During their introduction at this week's Distributed Ledger Challenge in New York, Santander InnoVentures managing partner Mariano Belinky and Banco Santander R&D chief Julio Faura spoke at length about the bank's interest in the blockchain and how it believes the technology can significantly reshape how it does business.
"It’s something we really believe is going to change the world," Faura said at the time.
Held this Wednesday, the event saw five startups pitch their businesses to a panel that included both Santander officials as well as representatives from the bitcoin and blockchain space. In the end, Cambridge Blockchain, a startup focused on identity solutions for blockchain-based systems, took home the $15,000 prize.
It was a gathering that both Belinky and Faura indicated had exceeded their expectations, and one that may be repeated in the future.
In conversation with CoinDesk, Belinky and Faura suggested that the competition was a reflection of the shifting attitudes within Banco Santander toward the technology.
Belinky told CoinDesk:
Faura said that the bank's leadership is giving its research team, which he leads, a degree of independence when approaching possible applications of the technology. However, he cautioned that any commercial products that may emerge are contingent on further experimentation, as well as the development of industry standards.
"We're being given enough freedom to work on it and everybody seems to be quite excited, but it’s not like we are betting the whole bank on new technology that we still don’t understand," he said.
According to Faura, the bank’s early investigation of the technology focused primarily on bitcoin and how the digital currency – it being a network of pseudonymous actors who don’t need to trust one another to transact – would impact its business.
But it was after the Sibos banking conference in Boston, held in September 2014, that both Banco Santander and other financial institutions began to solidify how they might go about actually implementing their own types of blockchain systems, he said.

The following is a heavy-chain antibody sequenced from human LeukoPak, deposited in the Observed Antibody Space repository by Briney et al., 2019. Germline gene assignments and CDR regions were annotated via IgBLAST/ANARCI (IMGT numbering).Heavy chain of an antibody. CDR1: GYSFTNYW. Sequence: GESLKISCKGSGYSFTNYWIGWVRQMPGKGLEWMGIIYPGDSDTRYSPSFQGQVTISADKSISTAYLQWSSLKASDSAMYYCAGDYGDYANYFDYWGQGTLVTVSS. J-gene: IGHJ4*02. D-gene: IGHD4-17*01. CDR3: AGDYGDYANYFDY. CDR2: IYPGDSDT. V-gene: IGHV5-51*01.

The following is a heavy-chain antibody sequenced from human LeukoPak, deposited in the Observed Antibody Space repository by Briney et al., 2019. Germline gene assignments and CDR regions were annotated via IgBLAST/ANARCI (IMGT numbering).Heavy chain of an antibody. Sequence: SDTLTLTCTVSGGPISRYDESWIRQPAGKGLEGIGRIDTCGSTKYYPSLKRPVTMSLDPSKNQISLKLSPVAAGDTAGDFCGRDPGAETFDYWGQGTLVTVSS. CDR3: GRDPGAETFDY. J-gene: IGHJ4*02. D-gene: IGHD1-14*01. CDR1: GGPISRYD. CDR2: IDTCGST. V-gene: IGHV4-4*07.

"At that point, after Boston, I think, that’s where the blockchain vs bitcoin debate started," he said. "So, I think at that phase we understood that using distributed techniques was a good way to get more efficiency, reduce costs and overall have a much better service for our clients."
Faura said that Banco Santander has been investing more time exploring the use of smart contracts as a vehicle to pursue concepts like machine-to-machine payments and micropayments.
It was this year, he suggested, that the bank may push more aggressively toward in the coming months.
"The other experimentations around smart contracts and micropayments and so on, we’re being a bit more visionary here. We're trying to lead it, we're trying to find new things to show to our clients," Faura said.
From talk to walk
Both Belinky and Faura suggested that the next six to 12 months would be significant for Banco Santander’s blockchain efforts.
Belinky said that after months of experimentation and testing, he hopes the bank will move forward on a product that, in time, could be presented to its customers for possible use.
"My hope is that we have a implementation we can talk about. I’m getting really tired of talking about it," he said.
Yet to get to that point, he continued, would require a series of steps that includes regulatory and legal approval and further testing to reinforce operational resiliency. This work, he said, would take place in the context of both internal work and alongside other banks in groups like the consortium led by New York-based startup R3CEV.
"It’s a question of how can we go through all of those tests," Belinky explained. "In some cases, we are working with other institutions, and in others it’s happening on our own."
For Faura, the next year will be shaped by further tests and conversations with industry stakeholders and other financial institutions, as well as its client base.
"I think this is a good beginning," he said.
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